Wednesday, December 23, 2015

Yoda In A Box

Initial pass of laser cutting on
the first layer of Yoda
Even though Yoda apparently doesn't get his just due in the latest installment, he's still my favorite Star Wars (tm) character. Wry, witty, lots of character, instantly recognizable. So I decided to memorialize him in a multimedia creation that could serve both as a unique Christmas present and a brief example of how to use a variety of makerspace tools (at Techno Chaos, of course!) and techniques to make something special. I call this story "Yoda in a box".

The ingredients include some digital graphics processing, a few passes in the laser cutter, a quick dash of 3D design and printing, capped off with a nice touch of simple electronics. After finding a good box in a local hobby store, the total parts outlay was less than $5 (but please don't tell my nephew...).

Here's the ambient-light look of the
Yoda box. The pattern created by the 1st
pass of the laser cutter dominates.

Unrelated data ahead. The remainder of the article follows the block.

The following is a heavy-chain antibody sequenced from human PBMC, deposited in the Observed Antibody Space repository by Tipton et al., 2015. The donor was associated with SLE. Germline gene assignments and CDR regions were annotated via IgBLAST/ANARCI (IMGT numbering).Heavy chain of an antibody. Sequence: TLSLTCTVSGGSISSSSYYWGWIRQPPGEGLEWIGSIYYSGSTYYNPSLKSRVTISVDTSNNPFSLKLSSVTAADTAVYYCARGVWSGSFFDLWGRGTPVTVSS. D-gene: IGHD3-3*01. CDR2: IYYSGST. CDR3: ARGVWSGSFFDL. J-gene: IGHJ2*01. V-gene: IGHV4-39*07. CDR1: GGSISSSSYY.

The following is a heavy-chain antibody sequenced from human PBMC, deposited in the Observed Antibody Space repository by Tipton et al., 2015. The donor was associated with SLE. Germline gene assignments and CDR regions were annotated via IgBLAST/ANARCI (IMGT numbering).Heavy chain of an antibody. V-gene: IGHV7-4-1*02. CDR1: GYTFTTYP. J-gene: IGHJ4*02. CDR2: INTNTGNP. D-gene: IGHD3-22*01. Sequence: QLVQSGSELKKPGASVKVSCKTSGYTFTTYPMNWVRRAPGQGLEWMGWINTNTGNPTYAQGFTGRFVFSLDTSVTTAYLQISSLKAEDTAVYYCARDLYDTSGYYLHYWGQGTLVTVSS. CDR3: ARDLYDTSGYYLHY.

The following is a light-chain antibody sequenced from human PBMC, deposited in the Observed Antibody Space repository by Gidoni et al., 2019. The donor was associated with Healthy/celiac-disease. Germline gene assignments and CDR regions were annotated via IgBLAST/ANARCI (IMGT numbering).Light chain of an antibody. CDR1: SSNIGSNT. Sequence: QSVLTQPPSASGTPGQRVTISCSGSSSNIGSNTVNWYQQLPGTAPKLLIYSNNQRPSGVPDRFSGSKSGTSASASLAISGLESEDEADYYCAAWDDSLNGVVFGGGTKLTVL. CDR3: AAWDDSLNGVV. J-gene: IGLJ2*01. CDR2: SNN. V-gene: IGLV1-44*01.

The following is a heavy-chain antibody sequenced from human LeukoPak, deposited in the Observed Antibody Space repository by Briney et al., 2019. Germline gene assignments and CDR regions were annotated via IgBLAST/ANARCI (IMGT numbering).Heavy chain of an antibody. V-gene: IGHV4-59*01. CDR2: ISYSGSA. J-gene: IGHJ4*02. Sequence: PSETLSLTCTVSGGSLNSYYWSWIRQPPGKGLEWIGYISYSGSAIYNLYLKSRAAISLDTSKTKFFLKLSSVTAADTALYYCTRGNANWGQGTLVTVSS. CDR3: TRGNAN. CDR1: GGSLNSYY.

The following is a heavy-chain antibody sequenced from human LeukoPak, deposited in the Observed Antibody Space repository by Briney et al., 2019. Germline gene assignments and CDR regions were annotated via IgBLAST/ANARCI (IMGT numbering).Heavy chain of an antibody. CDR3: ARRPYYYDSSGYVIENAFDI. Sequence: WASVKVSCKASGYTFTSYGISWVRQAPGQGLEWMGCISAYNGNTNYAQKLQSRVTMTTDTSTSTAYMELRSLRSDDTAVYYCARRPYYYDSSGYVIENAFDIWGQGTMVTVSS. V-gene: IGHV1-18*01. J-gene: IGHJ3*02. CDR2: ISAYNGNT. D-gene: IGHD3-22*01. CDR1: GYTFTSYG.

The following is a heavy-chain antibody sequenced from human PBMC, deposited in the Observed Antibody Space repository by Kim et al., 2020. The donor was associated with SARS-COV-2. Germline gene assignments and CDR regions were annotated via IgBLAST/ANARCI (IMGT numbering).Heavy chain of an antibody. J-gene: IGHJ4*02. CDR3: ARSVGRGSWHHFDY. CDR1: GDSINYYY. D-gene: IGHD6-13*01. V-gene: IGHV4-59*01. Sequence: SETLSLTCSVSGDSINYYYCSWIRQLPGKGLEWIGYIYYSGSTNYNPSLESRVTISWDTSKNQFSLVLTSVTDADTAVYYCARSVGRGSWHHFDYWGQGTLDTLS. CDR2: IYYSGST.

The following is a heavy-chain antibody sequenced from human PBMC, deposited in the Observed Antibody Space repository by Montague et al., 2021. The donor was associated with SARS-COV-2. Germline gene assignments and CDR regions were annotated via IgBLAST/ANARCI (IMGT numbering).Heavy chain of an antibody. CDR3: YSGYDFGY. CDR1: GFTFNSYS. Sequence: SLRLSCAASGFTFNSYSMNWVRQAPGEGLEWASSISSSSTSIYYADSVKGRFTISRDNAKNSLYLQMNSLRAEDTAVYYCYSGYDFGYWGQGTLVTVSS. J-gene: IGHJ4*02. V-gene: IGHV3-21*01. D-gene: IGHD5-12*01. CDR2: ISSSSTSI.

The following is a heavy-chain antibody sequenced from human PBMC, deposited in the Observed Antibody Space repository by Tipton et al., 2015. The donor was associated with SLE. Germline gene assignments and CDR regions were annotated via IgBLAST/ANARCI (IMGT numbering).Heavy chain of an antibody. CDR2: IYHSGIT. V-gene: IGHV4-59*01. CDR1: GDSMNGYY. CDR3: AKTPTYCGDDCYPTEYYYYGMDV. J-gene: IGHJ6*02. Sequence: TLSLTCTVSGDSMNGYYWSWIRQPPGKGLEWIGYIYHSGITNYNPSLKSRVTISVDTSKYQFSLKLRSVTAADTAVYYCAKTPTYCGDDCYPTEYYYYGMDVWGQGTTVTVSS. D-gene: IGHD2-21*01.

The digital graphics processing was the most complex part of this project. This was because of the "wow factor" I wanted for this project: not only would the Yoda image be clearly visible and recognizable under normal ambient light conditions, but it also needed to allow light to shine through parts of the image for a super-cool light-box effect. Because the normal-light image needed sharp lines for clear recognition, I decided to use a laser cutter to apply the image to the box (see the photo above to get the general idea). This would be created by the first pass of the laser cutter over the box (tech notes: this pass was applied with a 40W infrared laser at a speed of 80 inches per minute at about 20% power). Developing the cutting pattern for this step was relatively easy and straightforward, using my current-favorite tool for combined graphics processing and gcode generation laser cutting Inkscape to process a nice clear Yoda drawing I found with an online search. ("Gcode" is the standard "language" to tell computer numerical controlled (CNC) machines like the laser cutter how to move and act. If a pencil in your hand was the drawing instrument of a machine, gcode would tell your arm how to move to move the pencil the correct way to create a pattern or drawing. You don't want to write gcode manually -- the 1st-pass Yoda pattern had 50,000 lines of it! -- rather, you want a software tool like Inkscape that can convert a source graphic to gcode for you. There are more complex programs that can create gcode for a wider range of CNC devices, but I've found Inkscape is all I need for laser cutting. I will publish more tips and tricks about using Inkscape for laser cutting in future blogs.)